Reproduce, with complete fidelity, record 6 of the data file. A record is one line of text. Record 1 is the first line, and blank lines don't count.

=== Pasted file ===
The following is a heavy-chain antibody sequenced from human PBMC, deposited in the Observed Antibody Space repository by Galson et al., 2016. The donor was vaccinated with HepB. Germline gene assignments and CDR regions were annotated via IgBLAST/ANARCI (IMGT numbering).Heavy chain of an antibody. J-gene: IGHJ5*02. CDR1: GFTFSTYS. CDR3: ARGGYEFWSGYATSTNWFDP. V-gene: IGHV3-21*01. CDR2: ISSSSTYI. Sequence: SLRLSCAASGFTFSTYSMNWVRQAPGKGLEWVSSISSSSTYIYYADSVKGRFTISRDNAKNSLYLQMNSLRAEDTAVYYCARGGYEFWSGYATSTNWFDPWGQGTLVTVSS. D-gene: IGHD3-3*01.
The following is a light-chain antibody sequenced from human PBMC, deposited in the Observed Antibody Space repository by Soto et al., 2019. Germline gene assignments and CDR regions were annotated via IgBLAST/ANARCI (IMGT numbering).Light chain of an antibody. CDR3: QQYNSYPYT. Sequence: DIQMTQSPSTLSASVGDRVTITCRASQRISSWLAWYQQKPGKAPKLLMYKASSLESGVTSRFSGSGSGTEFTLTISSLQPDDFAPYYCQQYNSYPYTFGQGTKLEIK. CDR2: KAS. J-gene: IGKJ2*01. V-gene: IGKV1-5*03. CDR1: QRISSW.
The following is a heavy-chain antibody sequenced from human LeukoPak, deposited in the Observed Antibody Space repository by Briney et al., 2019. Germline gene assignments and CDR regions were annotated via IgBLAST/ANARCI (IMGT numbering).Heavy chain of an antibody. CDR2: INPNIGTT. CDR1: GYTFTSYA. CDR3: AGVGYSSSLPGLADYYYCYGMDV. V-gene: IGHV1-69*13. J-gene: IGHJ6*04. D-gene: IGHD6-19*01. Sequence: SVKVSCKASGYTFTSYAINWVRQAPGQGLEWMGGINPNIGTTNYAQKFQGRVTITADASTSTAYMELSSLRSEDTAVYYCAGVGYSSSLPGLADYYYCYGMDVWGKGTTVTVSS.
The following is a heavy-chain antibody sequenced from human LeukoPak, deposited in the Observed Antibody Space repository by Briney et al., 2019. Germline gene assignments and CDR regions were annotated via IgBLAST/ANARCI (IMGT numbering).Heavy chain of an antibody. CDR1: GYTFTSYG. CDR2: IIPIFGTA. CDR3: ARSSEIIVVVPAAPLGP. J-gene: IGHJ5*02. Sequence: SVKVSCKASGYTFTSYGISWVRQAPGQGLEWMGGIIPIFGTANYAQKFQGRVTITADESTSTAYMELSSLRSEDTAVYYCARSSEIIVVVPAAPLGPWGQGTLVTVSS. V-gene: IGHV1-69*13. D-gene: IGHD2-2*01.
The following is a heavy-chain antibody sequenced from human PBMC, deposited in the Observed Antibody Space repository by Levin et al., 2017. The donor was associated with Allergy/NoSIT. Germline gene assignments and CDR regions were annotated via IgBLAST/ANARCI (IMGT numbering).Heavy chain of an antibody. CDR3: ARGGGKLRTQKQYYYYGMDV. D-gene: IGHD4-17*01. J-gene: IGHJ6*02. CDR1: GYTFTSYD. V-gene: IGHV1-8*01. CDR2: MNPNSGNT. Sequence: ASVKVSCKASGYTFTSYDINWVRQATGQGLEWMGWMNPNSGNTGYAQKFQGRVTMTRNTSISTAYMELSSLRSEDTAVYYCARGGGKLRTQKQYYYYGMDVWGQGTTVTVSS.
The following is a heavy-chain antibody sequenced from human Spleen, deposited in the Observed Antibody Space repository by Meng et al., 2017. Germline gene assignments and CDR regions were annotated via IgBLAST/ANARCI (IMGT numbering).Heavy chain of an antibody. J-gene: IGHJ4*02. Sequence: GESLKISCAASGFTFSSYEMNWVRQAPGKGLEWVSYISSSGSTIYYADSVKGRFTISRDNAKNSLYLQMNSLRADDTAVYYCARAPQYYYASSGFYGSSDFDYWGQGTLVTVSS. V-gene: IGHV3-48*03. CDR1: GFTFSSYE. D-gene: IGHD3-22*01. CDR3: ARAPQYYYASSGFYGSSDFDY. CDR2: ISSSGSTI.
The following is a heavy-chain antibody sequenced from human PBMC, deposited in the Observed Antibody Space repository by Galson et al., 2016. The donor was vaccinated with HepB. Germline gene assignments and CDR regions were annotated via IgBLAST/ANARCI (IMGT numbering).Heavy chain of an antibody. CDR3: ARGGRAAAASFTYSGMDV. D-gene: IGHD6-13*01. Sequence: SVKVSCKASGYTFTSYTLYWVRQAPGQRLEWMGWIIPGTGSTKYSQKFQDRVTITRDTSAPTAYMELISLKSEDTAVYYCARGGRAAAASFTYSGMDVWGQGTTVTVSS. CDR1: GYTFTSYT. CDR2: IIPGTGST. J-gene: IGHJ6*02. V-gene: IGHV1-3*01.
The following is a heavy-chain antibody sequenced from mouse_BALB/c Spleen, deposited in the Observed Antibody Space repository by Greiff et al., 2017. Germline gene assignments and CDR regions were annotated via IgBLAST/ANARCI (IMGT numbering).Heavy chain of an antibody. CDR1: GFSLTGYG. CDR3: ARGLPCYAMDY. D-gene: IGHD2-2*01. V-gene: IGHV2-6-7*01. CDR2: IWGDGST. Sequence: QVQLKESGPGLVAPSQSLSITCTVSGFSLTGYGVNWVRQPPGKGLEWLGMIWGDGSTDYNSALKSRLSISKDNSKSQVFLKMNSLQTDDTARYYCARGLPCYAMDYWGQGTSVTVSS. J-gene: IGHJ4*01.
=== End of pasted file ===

The following is a heavy-chain antibody sequenced from human Spleen, deposited in the Observed Antibody Space repository by Meng et al., 2017. Germline gene assignments and CDR regions were annotated via IgBLAST/ANARCI (IMGT numbering).Heavy chain of an antibody. J-gene: IGHJ4*02. Sequence: GESLKISCAASGFTFSSYEMNWVRQAPGKGLEWVSYISSSGSTIYYADSVKGRFTISRDNAKNSLYLQMNSLRADDTAVYYCARAPQYYYASSGFYGSSDFDYWGQGTLVTVSS. V-gene: IGHV3-48*03. CDR1: GFTFSSYE. D-gene: IGHD3-22*01. CDR3: ARAPQYYYASSGFYGSSDFDY. CDR2: ISSSGSTI.